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'Daunting walking in': A Maori great has given Ireland a pep talk

By Liam Heagney
(Photo by Mike Egerton/PA Images via Getty Images)

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Ex-Munster midfielder Rua Tipoki has visited the Ireland squad at their Auckland hotel ahead of their opening tour match versus Maori All Blacks in Hamilton next Wednesday. The 46-year-old from Gisborne, who played Super Rugby for the Blues and the Crusaders, was part of the Maori team that defeated the 2005 British and Irish Lions at the same stadium in the Waikato where the Irish will play in a few days’ time. 

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It was 2007 when Tipoki was recruited by Munster and in his two years living in Cork, he helped them to Heineken Cup glory versus Toulouse in his first season and a Celtic League title the next season.  

He returned to New Zealand after his stint in Ireland ended and, 13 years later, he has now reconnected with some familiar Irish faces when visiting Rydges Hotel for a pep talk on what it means for players to represent the Maori, a team that Andy Farrell’s squad will play twice on tour as a second match is scheduled for Wellington on July 12.  

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“It was pretty daunting walking into the room, I didn’t know what to expect but it was really cool to catch up with Paul (O’Connell), Keith (Earls), Pete (O’Mahony) and some of the other boys. It was really a privilege and an honour to be in the room here,” Tipoki said in an irishrugby.ie video interview about his visit to the Ireland squad whose primary objective is the three-Test series against the All Blacks.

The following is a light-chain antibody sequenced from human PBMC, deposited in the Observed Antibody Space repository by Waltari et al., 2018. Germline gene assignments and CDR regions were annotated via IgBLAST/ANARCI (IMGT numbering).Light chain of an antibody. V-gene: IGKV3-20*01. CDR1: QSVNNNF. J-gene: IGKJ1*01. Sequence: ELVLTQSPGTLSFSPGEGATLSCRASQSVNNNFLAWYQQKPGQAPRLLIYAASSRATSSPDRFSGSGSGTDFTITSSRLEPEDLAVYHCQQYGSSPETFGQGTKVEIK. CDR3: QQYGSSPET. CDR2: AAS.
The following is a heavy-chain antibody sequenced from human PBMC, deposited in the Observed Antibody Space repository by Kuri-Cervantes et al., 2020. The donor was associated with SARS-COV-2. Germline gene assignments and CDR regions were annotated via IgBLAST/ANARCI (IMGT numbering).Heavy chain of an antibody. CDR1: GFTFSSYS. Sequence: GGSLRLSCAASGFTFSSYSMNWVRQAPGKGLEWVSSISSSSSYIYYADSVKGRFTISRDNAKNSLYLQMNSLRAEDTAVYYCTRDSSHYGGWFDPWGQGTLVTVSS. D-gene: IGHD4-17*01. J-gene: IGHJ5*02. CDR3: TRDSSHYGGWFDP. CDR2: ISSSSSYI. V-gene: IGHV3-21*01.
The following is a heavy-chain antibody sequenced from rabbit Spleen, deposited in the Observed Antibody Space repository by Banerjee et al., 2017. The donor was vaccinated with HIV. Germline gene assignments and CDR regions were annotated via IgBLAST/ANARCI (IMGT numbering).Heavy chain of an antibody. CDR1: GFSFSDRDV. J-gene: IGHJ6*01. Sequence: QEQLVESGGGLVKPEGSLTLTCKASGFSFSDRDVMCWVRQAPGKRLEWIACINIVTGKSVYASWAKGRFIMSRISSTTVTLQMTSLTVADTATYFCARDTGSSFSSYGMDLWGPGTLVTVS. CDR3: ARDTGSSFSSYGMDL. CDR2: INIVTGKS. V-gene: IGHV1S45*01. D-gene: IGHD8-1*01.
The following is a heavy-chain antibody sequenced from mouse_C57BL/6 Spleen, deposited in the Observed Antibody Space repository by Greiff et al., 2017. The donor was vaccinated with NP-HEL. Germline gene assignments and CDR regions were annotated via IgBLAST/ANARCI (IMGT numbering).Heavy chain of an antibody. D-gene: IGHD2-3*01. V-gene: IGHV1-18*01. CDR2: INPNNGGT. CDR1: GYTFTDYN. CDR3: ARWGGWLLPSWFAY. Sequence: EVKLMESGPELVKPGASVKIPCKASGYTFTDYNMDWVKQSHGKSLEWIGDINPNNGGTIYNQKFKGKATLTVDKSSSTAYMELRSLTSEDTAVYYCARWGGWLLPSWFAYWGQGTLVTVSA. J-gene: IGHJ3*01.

It was Tipoki who helped lead the Munster ‘haka’ along with the likes of Doug Howlett when the All Blacks played Munster at Thomond Park in 2008, and the Maori great addressed the Ireland squad while wearing an Ireland jersey given to him when he left the province the following year.

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“A close friend of mine, Jerry Flannery, gave this to me in my farewell in Cork,” he explained. “I just thought I would wear it tonight to remember the strong friendships I had over there but also the strong respect that I have for the experiences that I had in Ireland and also the love and support we were shown by the Irish people while we were there. 

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“If there is one team in the world that Kiwis love to support outside of the All Blacks it’s the Irish but they are making a habit of beating the All Blacks now so I don’t know if they are going to too many Kiwis cheer for them in the Test matches.”

Ireland last played the Maori All Blacks in 2010, losing 31-28 in Rotorua, but Tipoki recalled giving the Maori a pep talk in 2016 before they played Munster in Limerick, a match the Irish side won 27-14. What does it mean for a player to represent the Maori?

“Probably similar to what it means for one of the Irish players to put on their jersey. I was asked the last time the Maoris toured Ireland and played against Munster, the Maori asked me to come in and speak to them and explain what it meant to play for Munster and I just told them that they have the same mentality.

“When the Maori play, it’s not just representing himself he’s representing his family and his tribal heritage connection. Each of those players is bringing all of that with them and it’s a big responsibility but like I said, Irish players are playing for their country. It’s similar.” 

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